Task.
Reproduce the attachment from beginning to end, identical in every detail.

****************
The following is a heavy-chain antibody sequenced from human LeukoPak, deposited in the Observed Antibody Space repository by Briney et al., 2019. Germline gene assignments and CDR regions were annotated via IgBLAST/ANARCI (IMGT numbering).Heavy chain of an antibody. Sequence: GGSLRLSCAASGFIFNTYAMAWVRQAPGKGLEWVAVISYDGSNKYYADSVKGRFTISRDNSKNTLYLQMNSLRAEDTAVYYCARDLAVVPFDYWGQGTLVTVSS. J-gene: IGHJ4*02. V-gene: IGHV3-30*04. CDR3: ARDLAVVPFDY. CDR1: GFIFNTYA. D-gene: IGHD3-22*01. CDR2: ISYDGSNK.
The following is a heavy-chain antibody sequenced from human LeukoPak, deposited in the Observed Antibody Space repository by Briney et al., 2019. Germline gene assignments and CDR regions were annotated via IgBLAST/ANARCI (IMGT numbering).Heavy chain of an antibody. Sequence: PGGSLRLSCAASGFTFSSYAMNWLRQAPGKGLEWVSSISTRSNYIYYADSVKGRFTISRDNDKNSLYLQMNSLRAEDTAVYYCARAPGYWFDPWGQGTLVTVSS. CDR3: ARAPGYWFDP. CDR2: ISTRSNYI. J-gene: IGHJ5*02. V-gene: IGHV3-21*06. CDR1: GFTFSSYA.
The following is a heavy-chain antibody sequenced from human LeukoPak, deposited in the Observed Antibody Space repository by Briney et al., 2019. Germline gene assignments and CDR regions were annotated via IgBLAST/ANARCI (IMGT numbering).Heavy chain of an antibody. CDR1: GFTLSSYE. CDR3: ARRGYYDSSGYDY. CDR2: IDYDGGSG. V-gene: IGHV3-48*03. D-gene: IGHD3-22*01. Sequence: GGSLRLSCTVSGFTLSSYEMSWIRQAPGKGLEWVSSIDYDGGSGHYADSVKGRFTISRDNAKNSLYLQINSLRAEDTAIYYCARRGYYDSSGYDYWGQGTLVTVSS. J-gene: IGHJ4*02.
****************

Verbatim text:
The following is a heavy-chain antibody sequenced from human LeukoPak, deposited in the Observed Antibody Space repository by Briney et al., 2019. Germline gene assignments and CDR regions were annotated via IgBLAST/ANARCI (IMGT numbering).Heavy chain of an antibody. Sequence: GGSLRLSCAASGFIFNTYAMAWVRQAPGKGLEWVAVISYDGSNKYYADSVKGRFTISRDNSKNTLYLQMNSLRAEDTAVYYCARDLAVVPFDYWGQGTLVTVSS. J-gene: IGHJ4*02. V-gene: IGHV3-30*04. CDR3: ARDLAVVPFDY. CDR1: GFIFNTYA. D-gene: IGHD3-22*01. CDR2: ISYDGSNK.
The following is a heavy-chain antibody sequenced from human LeukoPak, deposited in the Observed Antibody Space repository by Briney et al., 2019. Germline gene assignments and CDR regions were annotated via IgBLAST/ANARCI (IMGT numbering).Heavy chain of an antibody. Sequence: PGGSLRLSCAASGFTFSSYAMNWLRQAPGKGLEWVSSISTRSNYIYYADSVKGRFTISRDNDKNSLYLQMNSLRAEDTAVYYCARAPGYWFDPWGQGTLVTVSS. CDR3: ARAPGYWFDP. CDR2: ISTRSNYI. J-gene: IGHJ5*02. V-gene: IGHV3-21*06. CDR1: GFTFSSYA.
The following is a heavy-chain antibody sequenced from human LeukoPak, deposited in the Observed Antibody Space repository by Briney et al., 2019. Germline gene assignments and CDR regions were annotated via IgBLAST/ANARCI (IMGT numbering).Heavy chain of an antibody. CDR1: GFTLSSYE. CDR3: ARRGYYDSSGYDY. CDR2: IDYDGGSG. V-gene: IGHV3-48*03. D-gene: IGHD3-22*01. Sequence: GGSLRLSCTVSGFTLSSYEMSWIRQAPGKGLEWVSSIDYDGGSGHYADSVKGRFTISRDNAKNSLYLQINSLRAEDTAIYYCARRGYYDSSGYDYWGQGTLVTVSS. J-gene: IGHJ4*02.